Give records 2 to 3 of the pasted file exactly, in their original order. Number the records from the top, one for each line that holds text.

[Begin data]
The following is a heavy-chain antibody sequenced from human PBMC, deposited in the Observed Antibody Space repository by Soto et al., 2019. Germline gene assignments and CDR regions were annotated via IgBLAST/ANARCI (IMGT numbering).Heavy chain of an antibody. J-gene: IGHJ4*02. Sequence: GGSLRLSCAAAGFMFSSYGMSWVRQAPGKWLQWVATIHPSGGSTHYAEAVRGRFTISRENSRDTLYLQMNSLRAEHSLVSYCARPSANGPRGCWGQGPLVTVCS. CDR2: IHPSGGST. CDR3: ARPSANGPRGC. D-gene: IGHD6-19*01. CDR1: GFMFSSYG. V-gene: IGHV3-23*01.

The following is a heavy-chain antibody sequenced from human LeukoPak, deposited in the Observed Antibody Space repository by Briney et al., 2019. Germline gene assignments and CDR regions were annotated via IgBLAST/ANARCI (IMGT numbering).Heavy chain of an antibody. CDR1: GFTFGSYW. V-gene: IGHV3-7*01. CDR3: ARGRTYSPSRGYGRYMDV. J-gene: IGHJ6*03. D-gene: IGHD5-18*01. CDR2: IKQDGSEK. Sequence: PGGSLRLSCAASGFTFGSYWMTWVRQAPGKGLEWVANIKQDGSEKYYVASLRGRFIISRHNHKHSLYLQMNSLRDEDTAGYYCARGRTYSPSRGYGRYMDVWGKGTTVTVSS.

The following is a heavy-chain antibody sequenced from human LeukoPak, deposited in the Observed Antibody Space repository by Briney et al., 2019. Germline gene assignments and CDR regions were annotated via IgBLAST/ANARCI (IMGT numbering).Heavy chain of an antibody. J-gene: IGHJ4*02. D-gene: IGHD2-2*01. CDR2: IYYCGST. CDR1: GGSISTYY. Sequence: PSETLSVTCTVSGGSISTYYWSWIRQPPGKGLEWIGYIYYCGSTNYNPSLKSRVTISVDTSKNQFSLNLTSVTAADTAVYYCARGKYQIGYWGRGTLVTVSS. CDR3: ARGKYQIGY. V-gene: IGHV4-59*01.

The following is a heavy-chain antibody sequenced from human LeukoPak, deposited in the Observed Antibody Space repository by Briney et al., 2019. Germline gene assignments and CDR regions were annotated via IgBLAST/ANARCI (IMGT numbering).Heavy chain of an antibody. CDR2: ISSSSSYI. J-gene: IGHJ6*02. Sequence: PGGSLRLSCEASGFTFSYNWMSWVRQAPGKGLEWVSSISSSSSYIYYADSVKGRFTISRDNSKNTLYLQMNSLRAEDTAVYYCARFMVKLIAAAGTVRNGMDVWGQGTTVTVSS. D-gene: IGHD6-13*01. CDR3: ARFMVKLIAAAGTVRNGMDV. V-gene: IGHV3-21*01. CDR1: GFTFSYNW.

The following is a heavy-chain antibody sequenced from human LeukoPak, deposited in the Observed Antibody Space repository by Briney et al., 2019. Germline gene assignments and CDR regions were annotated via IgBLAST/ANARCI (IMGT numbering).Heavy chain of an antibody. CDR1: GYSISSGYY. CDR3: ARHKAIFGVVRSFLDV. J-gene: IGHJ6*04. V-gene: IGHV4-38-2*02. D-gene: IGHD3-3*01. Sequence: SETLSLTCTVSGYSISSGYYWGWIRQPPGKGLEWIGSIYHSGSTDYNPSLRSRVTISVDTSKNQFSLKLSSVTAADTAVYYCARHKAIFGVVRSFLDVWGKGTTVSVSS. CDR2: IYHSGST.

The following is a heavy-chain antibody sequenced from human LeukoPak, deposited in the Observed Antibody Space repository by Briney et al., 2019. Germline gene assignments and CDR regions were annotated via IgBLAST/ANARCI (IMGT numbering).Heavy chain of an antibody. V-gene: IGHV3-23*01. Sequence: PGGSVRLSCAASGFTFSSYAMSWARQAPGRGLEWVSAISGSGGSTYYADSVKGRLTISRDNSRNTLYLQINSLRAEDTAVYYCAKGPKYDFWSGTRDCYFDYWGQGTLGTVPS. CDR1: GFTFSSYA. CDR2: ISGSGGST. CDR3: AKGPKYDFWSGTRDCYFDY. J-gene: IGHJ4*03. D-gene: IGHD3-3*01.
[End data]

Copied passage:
The following is a heavy-chain antibody sequenced from human LeukoPak, deposited in the Observed Antibody Space repository by Briney et al., 2019. Germline gene assignments and CDR regions were annotated via IgBLAST/ANARCI (IMGT numbering).Heavy chain of an antibody. CDR1: GFTFGSYW. V-gene: IGHV3-7*01. CDR3: ARGRTYSPSRGYGRYMDV. J-gene: IGHJ6*03. D-gene: IGHD5-18*01. CDR2: IKQDGSEK. Sequence: PGGSLRLSCAASGFTFGSYWMTWVRQAPGKGLEWVANIKQDGSEKYYVASLRGRFIISRHNHKHSLYLQMNSLRDEDTAGYYCARGRTYSPSRGYGRYMDVWGKGTTVTVSS.

The following is a heavy-chain antibody sequenced from human LeukoPak, deposited in the Observed Antibody Space repository by Briney et al., 2019. Germline gene assignments and CDR regions were annotated via IgBLAST/ANARCI (IMGT numbering).Heavy chain of an antibody. J-gene: IGHJ4*02. D-gene: IGHD2-2*01. CDR2: IYYCGST. CDR1: GGSISTYY. Sequence: PSETLSVTCTVSGGSISTYYWSWIRQPPGKGLEWIGYIYYCGSTNYNPSLKSRVTISVDTSKNQFSLNLTSVTAADTAVYYCARGKYQIGYWGRGTLVTVSS. CDR3: ARGKYQIGY. V-gene: IGHV4-59*01.